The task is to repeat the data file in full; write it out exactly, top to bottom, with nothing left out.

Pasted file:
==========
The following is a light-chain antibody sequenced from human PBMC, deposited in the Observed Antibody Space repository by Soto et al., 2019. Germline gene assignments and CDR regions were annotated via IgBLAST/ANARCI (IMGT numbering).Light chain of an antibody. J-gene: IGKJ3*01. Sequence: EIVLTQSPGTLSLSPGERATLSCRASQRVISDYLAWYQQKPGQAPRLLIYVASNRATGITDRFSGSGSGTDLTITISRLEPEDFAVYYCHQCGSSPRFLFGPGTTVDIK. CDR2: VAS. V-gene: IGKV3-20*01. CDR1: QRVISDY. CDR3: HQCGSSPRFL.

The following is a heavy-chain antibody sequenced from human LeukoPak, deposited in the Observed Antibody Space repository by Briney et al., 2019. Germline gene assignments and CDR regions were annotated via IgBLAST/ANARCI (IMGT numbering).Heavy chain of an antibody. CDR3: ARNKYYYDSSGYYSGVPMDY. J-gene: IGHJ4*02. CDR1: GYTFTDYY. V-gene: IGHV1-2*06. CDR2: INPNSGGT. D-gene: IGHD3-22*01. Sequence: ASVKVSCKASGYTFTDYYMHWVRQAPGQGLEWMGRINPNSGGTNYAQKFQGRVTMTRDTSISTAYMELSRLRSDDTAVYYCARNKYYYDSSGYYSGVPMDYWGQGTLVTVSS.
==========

The following is a light-chain antibody sequenced from human PBMC, deposited in the Observed Antibody Space repository by Soto et al., 2019. Germline gene assignments and CDR regions were annotated via IgBLAST/ANARCI (IMGT numbering).Light chain of an antibody. J-gene: IGKJ3*01. Sequence: EIVLTQSPGTLSLSPGERATLSCRASQRVISDYLAWYQQKPGQAPRLLIYVASNRATGITDRFSGSGSGTDLTITISRLEPEDFAVYYCHQCGSSPRFLFGPGTTVDIK. CDR2: VAS. V-gene: IGKV3-20*01. CDR1: QRVISDY. CDR3: HQCGSSPRFL.

The following is a heavy-chain antibody sequenced from human LeukoPak, deposited in the Observed Antibody Space repository by Briney et al., 2019. Germline gene assignments and CDR regions were annotated via IgBLAST/ANARCI (IMGT numbering).Heavy chain of an antibody. CDR3: ARNKYYYDSSGYYSGVPMDY. J-gene: IGHJ4*02. CDR1: GYTFTDYY. V-gene: IGHV1-2*06. CDR2: INPNSGGT. D-gene: IGHD3-22*01. Sequence: ASVKVSCKASGYTFTDYYMHWVRQAPGQGLEWMGRINPNSGGTNYAQKFQGRVTMTRDTSISTAYMELSRLRSDDTAVYYCARNKYYYDSSGYYSGVPMDYWGQGTLVTVSS.